Money is putting off under-35s in the UK from having kids. How do child benefits compare in Europe?

Money is the biggest concern preventing young adults in the UK from starting a family, according to a new survey.

More than half (59 per cent) of respondents cited financial worries as the number one reason why they would consider delaying or deciding not to have children.

The research, commissioned by Apryl, a Berlin-based fertility benefits company, found that the biggest barrier to parenthood was the rising cost of living, cited by 29 per cent of respondents. It was followed by the cost of childcare (13 per cent), not having met the right partner yet (12 per cent) and not being able to afford to buy their own home (11 per cent).

The survey, conducted by Censuswide among 2,000 UK adults aged 18-35 this month, also revealed that two-thirds of respondents would consider freezing their eggs, sperm or embryos to prolong their fertility if they could afford it.

Egg freezing, a medical practice for preserving a woman’s fertility, is known to be pricey – and its use is tightly restricted in some countries like France. The typical cost of a single egg-freezing cycle across the UK and the EU starts at around €3,000, to which one needs to add the cost of later thawing the eggs for in vitro fertilisation (IVF) – procedures which can reach a total of €10,000 or more.

Apryl assists European businesses – including Soundcloud – in giving employees access to fertility benefits such as egg freezing, adoption, surrogacy and IVF.

“By supporting family-forming and fertility needs at work, employers demonstrate that they recognise people’s family commitments outside of work,” Apryl co-founder Jenny Saft told Euronews Next. 

This, she said, can foster a work culture “where seeking fertility treatment, being pregnant and requiring time off of work for family needs won’t impact your career progression – and won’t be met with conscious or unconscious bias”.

These countries will pay you to have babies

A toxic cocktail of ageing populations and falling birth rates across Europe is already throwing into question the sustainability of social security systems.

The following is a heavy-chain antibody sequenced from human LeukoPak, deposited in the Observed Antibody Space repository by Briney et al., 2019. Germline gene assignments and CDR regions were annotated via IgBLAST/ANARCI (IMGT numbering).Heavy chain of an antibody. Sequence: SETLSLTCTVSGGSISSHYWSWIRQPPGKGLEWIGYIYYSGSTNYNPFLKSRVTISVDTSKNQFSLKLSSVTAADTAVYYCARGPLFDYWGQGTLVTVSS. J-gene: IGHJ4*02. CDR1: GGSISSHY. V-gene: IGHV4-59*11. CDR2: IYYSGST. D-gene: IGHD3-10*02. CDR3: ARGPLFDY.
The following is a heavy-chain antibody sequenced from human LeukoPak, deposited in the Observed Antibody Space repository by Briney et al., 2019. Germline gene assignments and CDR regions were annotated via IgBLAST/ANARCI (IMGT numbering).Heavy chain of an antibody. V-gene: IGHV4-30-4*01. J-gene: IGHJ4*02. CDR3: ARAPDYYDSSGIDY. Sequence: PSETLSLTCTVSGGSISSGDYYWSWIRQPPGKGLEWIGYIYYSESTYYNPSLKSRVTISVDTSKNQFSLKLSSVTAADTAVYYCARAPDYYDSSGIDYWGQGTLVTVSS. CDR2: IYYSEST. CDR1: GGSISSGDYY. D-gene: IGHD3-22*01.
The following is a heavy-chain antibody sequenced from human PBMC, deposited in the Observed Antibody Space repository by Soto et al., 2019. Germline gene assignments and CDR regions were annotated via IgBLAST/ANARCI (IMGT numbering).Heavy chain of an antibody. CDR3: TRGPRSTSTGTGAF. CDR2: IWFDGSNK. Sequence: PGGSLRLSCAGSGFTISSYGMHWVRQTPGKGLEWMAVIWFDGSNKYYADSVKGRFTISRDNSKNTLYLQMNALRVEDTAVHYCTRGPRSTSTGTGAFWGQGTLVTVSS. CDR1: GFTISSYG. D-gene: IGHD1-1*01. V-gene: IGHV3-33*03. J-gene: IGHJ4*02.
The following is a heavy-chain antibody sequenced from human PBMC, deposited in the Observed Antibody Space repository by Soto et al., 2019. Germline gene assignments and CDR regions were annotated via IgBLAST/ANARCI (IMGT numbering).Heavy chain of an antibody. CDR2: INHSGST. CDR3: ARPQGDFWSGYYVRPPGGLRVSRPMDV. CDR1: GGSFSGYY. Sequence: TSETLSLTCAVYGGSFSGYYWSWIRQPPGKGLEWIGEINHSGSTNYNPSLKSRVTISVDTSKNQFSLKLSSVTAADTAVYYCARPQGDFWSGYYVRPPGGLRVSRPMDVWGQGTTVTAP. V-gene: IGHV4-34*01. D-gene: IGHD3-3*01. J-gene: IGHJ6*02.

The average fertility rate in the EU, at 1.50 live births per woman in 2020, is far below the replacement level of around 2.1 live births per woman needed to ensure a broadly stable population in the absence of migration.

European countries have come up with different strategies to encourage women to have more children. One of the most common is to give families a “baby bonus” – a cash reward for every child they have.

The UK itself offers various benefits to encourage couples to have children. Child benefits, for example, provide £21.80 (€24.87) a week for the first child and £14.45 (€16.48) a week for any children after that.

Citizens can also seek the Sure Start Maternity Grant, a one-off payment of £500 (€571) to help with the costs of having a child. Parents or guardians can also claim tax credits and universal credit, a benefit allowing them to claim back up to 85 per cent of childcare costs.

Elsewhere in Europe, Finland is known for being among the most generous. Between 2012 and 2022, one of the country’s smallest municipalities, Lestijärvi, became famous for granting €10,000 for every newborn in a desperate call to invigorate the town’s birth rate.

Its acting mayor, Markku Vehkaoja, told Euronews Next that the scheme had ended last year because many of the families receiving the financial aid were cashing the money in and then moving elsewhere.

In Hungary, fertility clinics are considered “of national strategic importance” by the country’s far-right Prime Minister Viktor Orbán.

Young married couples in Hungary can also seek from the bank a loan of up to 10 million forints (around €30,000), stop paying any interest on it if they have a child within five years, and see the loan entirely written off if they have at least three children. Women who have four children, meanwhile, are permanently exempt from paying income tax.

In Greece, a €2,000 bonus is granted to every mother who gives birth and is legally and permanently residing in the country. In Italy, parents can claim a childbirth allowance of up to €192 per child per month, depending on their household’s income.

In Spain, the draft budget bill for 2023 will include, among other measures, a monthly €100 allowance for mothers with children under the age of three.

France too is known for its lavish spending on family policy, with about 4 per cent of gross domestic product (GDP) devoted to benefits such as paid parental leave, family allowance and subsidised childcare.

The country offers several types of support. Depending on their income, households with three children may receive up to €594 per month in family allowance. They also receive financial aid to pay for childcare. The sum, based on the yearly gross earnings of the parents or single mothers, can go up to €647 per month.

Interestingly, France is also the fertility champion of Europe, with 1.83 births per woman.


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